The Hollyhock is one of our old favorite garden plants, indispensable for producing bold striking color effects in our flower-borders and shrubberies. It delights in a rich light soil and an open sunny situation.

Seeds should be sown as soon as ripe, in September or early in October, either in an open sheltered spot out of doors or in a cold frame, being covered to the depth of a quarter of an inch. As soon as the seedlings are large enough to be handled, prick them out about three inches apart in boxes, or singly in three-inch pots, in light rich soil composed of one-quarter very old manure, one-half good surface loam and one-quarter leaf-mold with enough sand to keep the soil open, all well-mixed together by having been turned over several times. Plant them out, where they are to bloom, in February or early in March, in specially prepared, well-cultivated soil enriched with well-decayed manure, the ground having been dug two feet deep and the manure mixed freely with the soil. When the flower-spikes appear, mulch the ground about the roots with a heavy dressing of half-rotten manure and support the flower-stalk by a good stiff stake eight feet long by two inches square tapering to one inch square at the top, the stake being sharpened and driven two feet into the ground. The roots should be given a fair supply of water but over-watering must be guarded against, as too much water seems to encourage the Hollyhock fungus, a disease which has ruined many fine plants. Should this disease make its appearance, pick off the affected leaves at once and burn them up to prevent it spreading.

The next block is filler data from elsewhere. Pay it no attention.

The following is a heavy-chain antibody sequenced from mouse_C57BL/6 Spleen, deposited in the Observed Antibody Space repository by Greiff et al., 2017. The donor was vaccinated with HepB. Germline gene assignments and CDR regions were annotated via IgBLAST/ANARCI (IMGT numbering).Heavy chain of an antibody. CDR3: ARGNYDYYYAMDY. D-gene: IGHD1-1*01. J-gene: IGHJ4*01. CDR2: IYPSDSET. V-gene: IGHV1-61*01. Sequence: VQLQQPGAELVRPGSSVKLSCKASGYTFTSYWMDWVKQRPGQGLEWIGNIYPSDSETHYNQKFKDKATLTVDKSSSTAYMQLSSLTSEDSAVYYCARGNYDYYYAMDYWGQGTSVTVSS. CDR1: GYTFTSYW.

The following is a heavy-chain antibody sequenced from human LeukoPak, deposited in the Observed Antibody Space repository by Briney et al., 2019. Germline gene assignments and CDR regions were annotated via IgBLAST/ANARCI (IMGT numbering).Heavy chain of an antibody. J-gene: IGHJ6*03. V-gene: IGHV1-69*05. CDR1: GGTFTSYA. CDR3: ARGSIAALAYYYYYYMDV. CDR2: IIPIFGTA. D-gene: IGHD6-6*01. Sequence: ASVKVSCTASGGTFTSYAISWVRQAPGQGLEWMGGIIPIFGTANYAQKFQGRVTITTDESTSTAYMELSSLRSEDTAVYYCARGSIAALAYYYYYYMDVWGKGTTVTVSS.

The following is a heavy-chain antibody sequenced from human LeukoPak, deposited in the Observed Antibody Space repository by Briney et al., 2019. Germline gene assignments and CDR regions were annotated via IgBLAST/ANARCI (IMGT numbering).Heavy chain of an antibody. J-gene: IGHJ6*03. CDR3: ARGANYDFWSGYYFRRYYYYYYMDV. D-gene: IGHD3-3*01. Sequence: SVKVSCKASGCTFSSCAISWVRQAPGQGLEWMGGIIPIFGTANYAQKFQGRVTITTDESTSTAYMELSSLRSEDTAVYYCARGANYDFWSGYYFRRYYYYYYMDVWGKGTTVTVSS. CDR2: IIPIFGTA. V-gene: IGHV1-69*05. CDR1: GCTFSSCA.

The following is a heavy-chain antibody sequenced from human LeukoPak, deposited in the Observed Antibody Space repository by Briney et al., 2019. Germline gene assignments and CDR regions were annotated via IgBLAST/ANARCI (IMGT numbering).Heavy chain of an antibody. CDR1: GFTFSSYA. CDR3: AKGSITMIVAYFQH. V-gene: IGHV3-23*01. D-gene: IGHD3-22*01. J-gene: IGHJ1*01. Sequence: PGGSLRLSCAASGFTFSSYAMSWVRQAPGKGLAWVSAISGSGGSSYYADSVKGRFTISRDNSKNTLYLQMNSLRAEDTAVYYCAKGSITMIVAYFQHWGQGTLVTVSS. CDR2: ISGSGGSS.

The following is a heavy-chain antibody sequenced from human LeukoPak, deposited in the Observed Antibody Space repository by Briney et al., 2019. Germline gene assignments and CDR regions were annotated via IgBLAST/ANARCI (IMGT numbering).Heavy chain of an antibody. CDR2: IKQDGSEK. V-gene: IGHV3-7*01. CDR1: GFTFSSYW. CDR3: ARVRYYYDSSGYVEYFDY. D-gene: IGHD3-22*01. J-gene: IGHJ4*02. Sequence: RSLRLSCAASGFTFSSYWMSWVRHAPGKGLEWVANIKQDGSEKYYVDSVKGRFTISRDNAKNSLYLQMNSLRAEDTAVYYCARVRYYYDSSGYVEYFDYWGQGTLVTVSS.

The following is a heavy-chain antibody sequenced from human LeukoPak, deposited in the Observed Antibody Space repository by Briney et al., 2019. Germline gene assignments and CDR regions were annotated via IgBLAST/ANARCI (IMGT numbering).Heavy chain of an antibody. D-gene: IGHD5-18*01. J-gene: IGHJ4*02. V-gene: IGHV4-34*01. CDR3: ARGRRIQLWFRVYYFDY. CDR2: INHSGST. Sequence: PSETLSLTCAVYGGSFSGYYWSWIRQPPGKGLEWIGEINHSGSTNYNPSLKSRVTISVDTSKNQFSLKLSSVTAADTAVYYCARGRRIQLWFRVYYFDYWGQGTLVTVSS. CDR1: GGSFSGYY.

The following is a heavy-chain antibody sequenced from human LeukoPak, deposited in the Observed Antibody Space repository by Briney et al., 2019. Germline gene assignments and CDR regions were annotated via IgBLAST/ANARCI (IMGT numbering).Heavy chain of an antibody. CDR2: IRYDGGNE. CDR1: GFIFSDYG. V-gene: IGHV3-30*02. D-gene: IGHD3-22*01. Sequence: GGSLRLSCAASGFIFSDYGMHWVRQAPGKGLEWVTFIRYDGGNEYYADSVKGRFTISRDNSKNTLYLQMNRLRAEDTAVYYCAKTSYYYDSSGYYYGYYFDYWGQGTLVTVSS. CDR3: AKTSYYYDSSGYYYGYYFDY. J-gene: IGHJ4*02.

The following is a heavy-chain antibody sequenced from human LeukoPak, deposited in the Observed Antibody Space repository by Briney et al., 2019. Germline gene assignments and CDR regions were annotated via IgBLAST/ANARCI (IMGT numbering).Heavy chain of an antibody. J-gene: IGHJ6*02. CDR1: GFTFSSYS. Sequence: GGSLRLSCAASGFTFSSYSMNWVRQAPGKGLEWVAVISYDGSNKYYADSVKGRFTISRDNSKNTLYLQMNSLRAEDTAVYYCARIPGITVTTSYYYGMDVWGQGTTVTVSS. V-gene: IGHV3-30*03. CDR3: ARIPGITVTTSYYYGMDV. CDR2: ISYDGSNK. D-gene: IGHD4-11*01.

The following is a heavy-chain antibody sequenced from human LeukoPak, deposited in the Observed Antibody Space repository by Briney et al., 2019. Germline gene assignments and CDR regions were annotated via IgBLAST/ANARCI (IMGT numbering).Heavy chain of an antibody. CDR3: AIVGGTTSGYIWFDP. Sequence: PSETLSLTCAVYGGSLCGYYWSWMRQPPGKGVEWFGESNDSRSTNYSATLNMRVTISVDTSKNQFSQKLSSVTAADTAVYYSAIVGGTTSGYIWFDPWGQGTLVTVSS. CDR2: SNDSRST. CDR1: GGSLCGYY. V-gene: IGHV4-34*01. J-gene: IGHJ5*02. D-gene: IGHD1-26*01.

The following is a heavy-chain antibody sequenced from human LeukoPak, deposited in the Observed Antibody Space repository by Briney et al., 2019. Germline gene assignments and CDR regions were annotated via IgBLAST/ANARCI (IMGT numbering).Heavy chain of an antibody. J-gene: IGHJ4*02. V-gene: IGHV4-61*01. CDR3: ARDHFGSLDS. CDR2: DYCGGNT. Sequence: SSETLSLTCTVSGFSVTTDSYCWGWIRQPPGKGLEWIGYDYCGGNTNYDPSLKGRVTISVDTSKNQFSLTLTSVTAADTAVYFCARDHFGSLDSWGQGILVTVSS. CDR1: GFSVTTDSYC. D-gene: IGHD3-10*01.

The Hollyhock, in addition to being propagated by seeds, may be increased by cuttings of the young shoots which grow up from the old root. These should be taken off when about three or four inches long, and placed in a shady sheltered spot, in soil composed of sand and leaf-mold, until rooted, when they may be treated as recommended for seedlings.